Doug Jones and Capitalism

Douglas Jones is an author that I like to keep my eye on – who could forget his hilarious The Mantra of Jabez? It’s a genius satire of The Prayer of Jabez. His contributions to the church are significant. For instance, the work he has done on the apologetic front, bringing the Christian worldview to bear on forms of unbelief has been helpful in my own theological development.

Jones is a pastor at Christ Church, Moscow, Idaho, the same one Doug Wilson pastors. He is also a Senior Fellow at New St. Andrew’s College, oversees the Sabbath House and editorial director of Canon Press.
Recently, Jones started blogging at Scribblative Agincourting, and I must say, that I have been surprised at some of what he has written. Jones has long had association with the newer wave of Christian Reconstruction, a part of which is the philosophy of libertarian economics and political thought. Reading his blog, one sees a certain shift in Jones’ thought. Although I’m not sure if it’s necessarily a shift in the wrong direction.
Whether one agrees with Jones’ shift, he definitely gives pause for thought. He is an insightful writer, who pulls no punches, yet shows balance and conviction in his expression. Personally, as one with libertarian leanings, I find a lot that I agree with in Jones (it strikes me that he’s critical of conservatism more than he is of libertarianism). Whether he is a libertarian or not, he is worth listening to. This is why I’m posting links to some of his posts and the discussion that followed as a result:
I’ll start with the post that has sparked a small controversy in the blogosphere:
And the responses by Andrew Sandlin and David Bahnsen
And here is Jones’ recent response to Bahnsen.
It may be worth noting that Doug Wilson is slowly posting his way through Schneider’s book himself.


Filed under capitalism, economics

8 responses to “Doug Jones and Capitalism

  1. Mark

    Thanks for the heads up, Ian. I never knew Jones was a blogger.

    I’m a little confused about what he writes, perhaps mainly because I’m not entirely clear on the full nature of his distinction between capitalism and free markets. It almost seems like he may be defining capitalism based on how detractors cariciture it, rather than it seems to be actually defined. But, of course, capitalism is not a sacred cow, and is worth scrutinizing, assuming it is scrutinized fairly and rationally of course.

    It certainly looks intruiging. Here’s something: I’m more than a little surprised, though, that he would classify Naomi Klein’s “Disaster Capitalism” as “worth reading”. Of course, there were some good points she makes, but even on those she misdirects her anger. So even when she has good analysis, her misdirected vitriol spoils it. And she especially relentless on her attacks on Milton Friedman.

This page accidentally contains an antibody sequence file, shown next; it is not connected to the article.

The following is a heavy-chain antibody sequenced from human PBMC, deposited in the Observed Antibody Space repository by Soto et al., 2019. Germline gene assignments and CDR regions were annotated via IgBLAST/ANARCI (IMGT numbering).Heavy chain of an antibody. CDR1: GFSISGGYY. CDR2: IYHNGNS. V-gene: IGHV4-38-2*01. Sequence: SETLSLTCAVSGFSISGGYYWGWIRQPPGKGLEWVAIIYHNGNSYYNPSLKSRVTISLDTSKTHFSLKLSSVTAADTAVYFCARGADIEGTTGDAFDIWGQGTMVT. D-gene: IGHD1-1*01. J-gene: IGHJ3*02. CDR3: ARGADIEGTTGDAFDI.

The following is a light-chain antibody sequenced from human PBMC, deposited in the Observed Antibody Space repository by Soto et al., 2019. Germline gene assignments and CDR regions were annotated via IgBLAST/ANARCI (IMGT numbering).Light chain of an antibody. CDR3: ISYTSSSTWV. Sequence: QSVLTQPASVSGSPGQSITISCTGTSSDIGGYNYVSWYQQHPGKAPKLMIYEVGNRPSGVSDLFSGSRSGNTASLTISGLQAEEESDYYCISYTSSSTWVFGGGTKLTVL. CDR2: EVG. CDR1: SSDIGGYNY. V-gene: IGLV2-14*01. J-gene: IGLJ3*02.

I’ve read that book by Klein and my review is listed here.

  2. Rogers Meredith

    Doug is great and as he notes:”The truth wil set you free, but it will first make you angry”.

  3. Mark

    Whoops.. The book I referenced, “Disaster Capitalism”, is actually entitled “The Shock Doctrine: The Rise of Disaster Capitalism”

  4. Mark C Tubbs

    Look what you made me do, Ian – leave a comment at Sandlin’s blog (since Bahnsen has no comments section). We’ll see if Sandlin approves it or not. Although the subject matter is over my head and outside my interests, I would take anybody to task on what C.S. Lewis would call the conjectural reconstruction of the history of a work (for example, questioning whether the reviewer really read the book). To be fair, Lewis does also take aim at reviewers who don’t really read the book. But still, the back-and-forth of “you-didn’t-read-the-book” and “yes-I-did” is terribly sophomoric.

  5. Jeremy W. Johnston

    I have been a long time fan of the Dougs (Doug Jones and Doug Wilson); this recent post on economics is insightful. I would certainly agree with his assertion that a church community should reflect this economic application of gifting, mercy and sacrifice. Jones writes, “The Church seeks to be a unity of diverse persons by relations of gifting, mercy, and sacrifice — true economics.” I am not sure that economics should be the central aspect of church fellowship. Giving, mercy and sacrifice have other applications beyond monetary. It seems it is the 20th century academics who interpret all history, sociology, psychology, and literature through the lens of economics. Perhaps they are right. Even the gospel, I suppose, is an example of supply and demand.

    Hmmm… Gifting, mercy and sacrifice… sounds communist.

    Whatever the case, I know I could use some “mercy” from by student loans.

  6. Colin Giesbrecht

    Thanks for linking to these posts. There is a lot that i agree with there, especially “the Immorality of the Left-Right distinction.”

    Lets continue interceding for our governments, and be thankful for our freedoms.

  7. Colin Giesbrecht

    I noticed that “Why we Fight” is Doug’s #1 recommended documentary, and I agree it’s terribly important. Have you seen it?

  8. Ian

    Nope, never seen it.

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